Cranberry sauce has to be one of my favorite condiments. On Thanksgiving, a holiday full of delicious, but often rich food, the tartness of cranberries does a great job of cutting the heaviness of turkey, stuffing, gravy, and mashed potatoes. I’m still a bit obsessed with the lime and ginger cranberry sauce I made last year, but wanted to spice things up a bit this year.
The spiciness and savory aspect jalapeno and pepper bring to this cranberry sauce is most welcome at the dinner table. Extra bite and spice further enhances the cranberries’ ability to lighten up Thanksgiving dinner. Just enough sugar balances out the spice and tartness, but this is still a very bright and fresh tasting condiment. I promise this isn’t excessively spicy, but if you’re worried about too much heat feel free to reduce to just one jalapeno. And if spice really isn’t your thing at all, removing the pepper and jalapeno entirely results in a very pleasant traditional cranberry sauce.
Pepper and Orange Cranberry Sauce
- 1 red bell pepper
- 2 jalapenos
- 1 cup sugar
- 1 1/4 cup water
- 1 orange
- 1 tablespoon grated fresh ginger
- 16 oz cranberries, fresh or frozen (if using frozen, let defrost)
- Pinch of salt
Seed bell pepper and jalapenos; chop the pepper into a small dice and finely mince the jalapenos. Add to a large sauce pan, pour in water and sugar, cook over medium-high heat for approximately 8-10 minutes, until peppers have softened. Meanwhile, zest the orange, then juice the orange. Rinse the cranberries then pick through and discard any all white cranberries or mushy or shriveled cranberries.
Once peppers have softened, add the orange zest, orange juice, ginger, cranberries and salt. Reduce heat to medium and cook for 15 minutes, or until most of the liquid has dissolved and the cranberries have mostly burst, with a few remaining whole. Let cool before serving.
This is a great make ahead recipe. If covered tightly and refrigerated it should stay for a minimum of two weeks.
When I was younger I used to go on all sorts of trips with my family. My grandmother loved to occasionally treat herself to a few nights at a nice hotel and more often than not she would invite me and other family members. I remember one trip we went to a resort that had been voted very highly on a Condé Nast list of best food in North America. The food definitely didn’t disappoint and each and every meal was delicious! The view was also exceptionally stunning, the service impeccable, and the guest suites luxurious. If there was one thing that seemed a bit off it would have to be the ceiling of the restaurant. It was sort of a tacky looking gold that looked like it had been poorly sponge painted.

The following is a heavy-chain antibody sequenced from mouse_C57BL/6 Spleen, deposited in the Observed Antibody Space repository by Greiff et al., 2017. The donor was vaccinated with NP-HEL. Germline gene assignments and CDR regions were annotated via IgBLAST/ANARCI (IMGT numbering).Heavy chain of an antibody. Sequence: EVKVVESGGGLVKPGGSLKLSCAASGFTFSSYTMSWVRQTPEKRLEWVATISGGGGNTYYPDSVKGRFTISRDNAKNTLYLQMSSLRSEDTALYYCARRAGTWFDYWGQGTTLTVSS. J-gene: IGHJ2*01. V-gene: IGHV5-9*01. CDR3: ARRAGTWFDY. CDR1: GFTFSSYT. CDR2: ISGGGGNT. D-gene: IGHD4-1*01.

Funny enough, while watching TV, an episode of Lifestyles of the Rich and Famous came on. It turns out the very same resort we were staying at was being featured and that gold ceiling my family and I all thought looked tacky? Yeah, it turns out it was actual 24k gold. Shows how much I know about the finer things in life.
Besides finding out I had been eating under a gold ceiling, one of the things that stood out the most about that trip was the breakfast I had one day. I had ordered cranberry juice and it was brought out with a lime wedge. I was definitely a youngin’ at that point and I had never heard of lime and cranberry but ever since it has become one of my favorite pairings. I think it’s really common to see the two paired together in drinks and cocktails, but I have to say I don’t see the combination very often in food.
When thinking about Thanksgiving, and the quintessential cranberry sauce, I thought of ways of kicking up the flavor a bit. Cranberry and the commonly used orange is a definite classic, but I thought it was time to switch it up a bit by adding ginger and lime.
Ginger is a perfect fall flavor as it brings a warm heat so I figured it would be a nice addition. To really pack a punch of ginger flavor I added freshly grated ginger and chunks of candied ginger. When it came to the addition of citrus I decided to ditch orange and go with lime since I love lime and cranberry. While this was more tart than a traditional cranberry sauce, I thought it was perfection and I am pleased with myself for coming up with this winning recipe.
Lime, Ginger, and Cranberry Sauce
- 12 ounces fresh or frozen cranberries (if using frozen, thoroughly defrost)
- 1 1/2 cups granulated sugar
- 1/3 cup water
- 1 heaping tablespoon freshly grated ginger
- 1 cinnamon stick
- A pinch of salt
- The juice and zest of two large limes
- A few pieces of candied ginger, small to medium chop
Bring cranberries, sugar, and water to a boil in a medium saucepan, stirring occasionally. Once mixture has come to a boil, reduce heat to medium, stir in freshly grated ginger, cinnamon, salt, and lime juice/zest. Continue cooking for 10-12 minutes longer, stirring frequently. Remove from heat, let cool slightly, remove cinnamon stick, and stir in the chopped candied ginger.
Cranberry sauce is something that can be made well ahead and stored in the fridge for 2-3 weeks.